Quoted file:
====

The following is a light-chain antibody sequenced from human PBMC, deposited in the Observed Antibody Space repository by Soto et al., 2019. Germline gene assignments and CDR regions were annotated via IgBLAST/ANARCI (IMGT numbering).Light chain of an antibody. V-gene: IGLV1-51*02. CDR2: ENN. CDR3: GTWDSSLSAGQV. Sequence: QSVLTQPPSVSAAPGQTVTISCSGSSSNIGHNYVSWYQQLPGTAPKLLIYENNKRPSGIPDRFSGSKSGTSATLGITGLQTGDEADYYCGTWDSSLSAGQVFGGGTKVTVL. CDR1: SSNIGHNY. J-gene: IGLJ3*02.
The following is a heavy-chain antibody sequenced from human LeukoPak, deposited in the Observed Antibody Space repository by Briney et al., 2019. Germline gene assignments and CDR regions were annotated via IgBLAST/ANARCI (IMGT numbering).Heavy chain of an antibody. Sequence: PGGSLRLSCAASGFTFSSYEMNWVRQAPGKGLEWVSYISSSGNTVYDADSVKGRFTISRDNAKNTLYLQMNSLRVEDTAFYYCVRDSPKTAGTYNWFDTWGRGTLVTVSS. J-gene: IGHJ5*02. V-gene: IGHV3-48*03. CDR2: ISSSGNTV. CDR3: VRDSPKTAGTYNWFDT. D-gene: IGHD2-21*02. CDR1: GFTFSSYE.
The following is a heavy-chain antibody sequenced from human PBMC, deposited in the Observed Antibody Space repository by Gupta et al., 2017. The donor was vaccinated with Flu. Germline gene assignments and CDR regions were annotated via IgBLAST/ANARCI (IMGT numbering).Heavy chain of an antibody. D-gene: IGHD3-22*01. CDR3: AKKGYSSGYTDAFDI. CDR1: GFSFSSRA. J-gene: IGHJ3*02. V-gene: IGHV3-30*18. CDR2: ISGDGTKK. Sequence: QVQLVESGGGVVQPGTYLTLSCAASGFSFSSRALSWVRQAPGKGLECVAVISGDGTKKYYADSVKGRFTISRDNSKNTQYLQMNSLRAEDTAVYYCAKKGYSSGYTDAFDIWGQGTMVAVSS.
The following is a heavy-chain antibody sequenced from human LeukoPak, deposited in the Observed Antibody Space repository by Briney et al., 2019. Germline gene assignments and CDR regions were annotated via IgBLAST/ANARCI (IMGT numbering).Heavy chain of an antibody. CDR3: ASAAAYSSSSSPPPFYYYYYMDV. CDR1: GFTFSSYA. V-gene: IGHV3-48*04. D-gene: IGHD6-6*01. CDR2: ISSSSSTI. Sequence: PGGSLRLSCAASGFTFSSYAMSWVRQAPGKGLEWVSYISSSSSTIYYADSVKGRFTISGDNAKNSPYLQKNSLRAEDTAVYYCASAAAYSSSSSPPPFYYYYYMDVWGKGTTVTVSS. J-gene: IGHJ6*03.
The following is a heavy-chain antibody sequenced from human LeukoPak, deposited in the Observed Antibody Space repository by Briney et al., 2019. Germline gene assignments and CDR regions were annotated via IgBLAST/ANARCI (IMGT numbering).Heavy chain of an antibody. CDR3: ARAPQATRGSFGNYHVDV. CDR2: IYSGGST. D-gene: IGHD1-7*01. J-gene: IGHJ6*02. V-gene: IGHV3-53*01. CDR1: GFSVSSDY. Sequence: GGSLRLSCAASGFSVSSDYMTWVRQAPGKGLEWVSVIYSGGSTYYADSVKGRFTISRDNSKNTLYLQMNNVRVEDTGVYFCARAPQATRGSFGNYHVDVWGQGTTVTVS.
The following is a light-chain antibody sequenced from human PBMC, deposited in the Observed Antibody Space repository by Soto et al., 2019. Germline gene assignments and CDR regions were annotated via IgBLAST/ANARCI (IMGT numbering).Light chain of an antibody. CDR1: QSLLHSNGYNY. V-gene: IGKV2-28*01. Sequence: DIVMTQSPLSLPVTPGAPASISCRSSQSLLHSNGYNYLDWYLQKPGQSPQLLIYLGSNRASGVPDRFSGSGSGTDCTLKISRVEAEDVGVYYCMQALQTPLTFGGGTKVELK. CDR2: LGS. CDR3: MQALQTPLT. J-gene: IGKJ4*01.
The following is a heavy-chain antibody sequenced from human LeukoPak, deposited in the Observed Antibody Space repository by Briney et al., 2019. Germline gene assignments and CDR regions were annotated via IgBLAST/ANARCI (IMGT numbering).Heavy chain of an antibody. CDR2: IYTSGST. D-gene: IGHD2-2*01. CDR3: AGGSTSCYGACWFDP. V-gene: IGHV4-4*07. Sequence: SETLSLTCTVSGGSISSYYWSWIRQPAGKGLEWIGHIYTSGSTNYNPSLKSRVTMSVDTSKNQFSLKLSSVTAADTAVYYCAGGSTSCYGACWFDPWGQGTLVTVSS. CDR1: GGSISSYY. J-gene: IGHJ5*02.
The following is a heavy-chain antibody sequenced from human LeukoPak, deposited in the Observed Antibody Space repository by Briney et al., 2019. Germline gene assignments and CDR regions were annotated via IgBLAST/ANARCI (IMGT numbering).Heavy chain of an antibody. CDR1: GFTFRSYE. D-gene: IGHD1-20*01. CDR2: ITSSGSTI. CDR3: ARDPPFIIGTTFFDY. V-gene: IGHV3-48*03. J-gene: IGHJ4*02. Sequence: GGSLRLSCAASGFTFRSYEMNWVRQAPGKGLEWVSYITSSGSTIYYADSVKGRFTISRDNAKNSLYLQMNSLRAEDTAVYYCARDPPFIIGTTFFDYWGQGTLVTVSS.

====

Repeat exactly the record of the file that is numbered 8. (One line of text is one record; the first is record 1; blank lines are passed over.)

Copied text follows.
The following is a heavy-chain antibody sequenced from human LeukoPak, deposited in the Observed Antibody Space repository by Briney et al., 2019. Germline gene assignments and CDR regions were annotated via IgBLAST/ANARCI (IMGT numbering).Heavy chain of an antibody. CDR1: GFTFRSYE. D-gene: IGHD1-20*01. CDR2: ITSSGSTI. CDR3: ARDPPFIIGTTFFDY. V-gene: IGHV3-48*03. J-gene: IGHJ4*02. Sequence: GGSLRLSCAASGFTFRSYEMNWVRQAPGKGLEWVSYITSSGSTIYYADSVKGRFTISRDNAKNSLYLQMNSLRAEDTAVYYCARDPPFIIGTTFFDYWGQGTLVTVSS.